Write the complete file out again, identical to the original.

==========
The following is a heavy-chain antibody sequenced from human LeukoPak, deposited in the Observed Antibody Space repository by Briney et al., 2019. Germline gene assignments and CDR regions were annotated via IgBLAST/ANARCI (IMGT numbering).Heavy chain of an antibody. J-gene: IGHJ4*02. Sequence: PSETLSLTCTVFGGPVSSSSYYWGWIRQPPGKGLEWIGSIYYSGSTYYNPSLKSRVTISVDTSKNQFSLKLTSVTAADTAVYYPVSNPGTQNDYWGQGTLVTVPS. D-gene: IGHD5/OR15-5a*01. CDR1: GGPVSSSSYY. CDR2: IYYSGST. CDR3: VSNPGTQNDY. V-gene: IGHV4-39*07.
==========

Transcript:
The following is a heavy-chain antibody sequenced from human LeukoPak, deposited in the Observed Antibody Space repository by Briney et al., 2019. Germline gene assignments and CDR regions were annotated via IgBLAST/ANARCI (IMGT numbering).Heavy chain of an antibody. J-gene: IGHJ4*02. Sequence: PSETLSLTCTVFGGPVSSSSYYWGWIRQPPGKGLEWIGSIYYSGSTYYNPSLKSRVTISVDTSKNQFSLKLTSVTAADTAVYYPVSNPGTQNDYWGQGTLVTVPS. D-gene: IGHD5/OR15-5a*01. CDR1: GGPVSSSSYY. CDR2: IYYSGST. CDR3: VSNPGTQNDY. V-gene: IGHV4-39*07.